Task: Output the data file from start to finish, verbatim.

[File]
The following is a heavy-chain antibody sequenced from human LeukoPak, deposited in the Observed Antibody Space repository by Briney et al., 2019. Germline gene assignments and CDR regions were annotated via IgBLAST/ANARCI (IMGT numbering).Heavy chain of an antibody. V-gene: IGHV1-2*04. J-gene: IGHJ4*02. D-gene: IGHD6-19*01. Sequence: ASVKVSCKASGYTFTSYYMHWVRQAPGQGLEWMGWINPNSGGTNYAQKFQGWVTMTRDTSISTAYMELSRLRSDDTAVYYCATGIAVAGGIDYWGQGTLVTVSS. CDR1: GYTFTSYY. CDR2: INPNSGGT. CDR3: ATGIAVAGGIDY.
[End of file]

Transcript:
The following is a heavy-chain antibody sequenced from human LeukoPak, deposited in the Observed Antibody Space repository by Briney et al., 2019. Germline gene assignments and CDR regions were annotated via IgBLAST/ANARCI (IMGT numbering).Heavy chain of an antibody. V-gene: IGHV1-2*04. J-gene: IGHJ4*02. D-gene: IGHD6-19*01. Sequence: ASVKVSCKASGYTFTSYYMHWVRQAPGQGLEWMGWINPNSGGTNYAQKFQGWVTMTRDTSISTAYMELSRLRSDDTAVYYCATGIAVAGGIDYWGQGTLVTVSS. CDR1: GYTFTSYY. CDR2: INPNSGGT. CDR3: ATGIAVAGGIDY.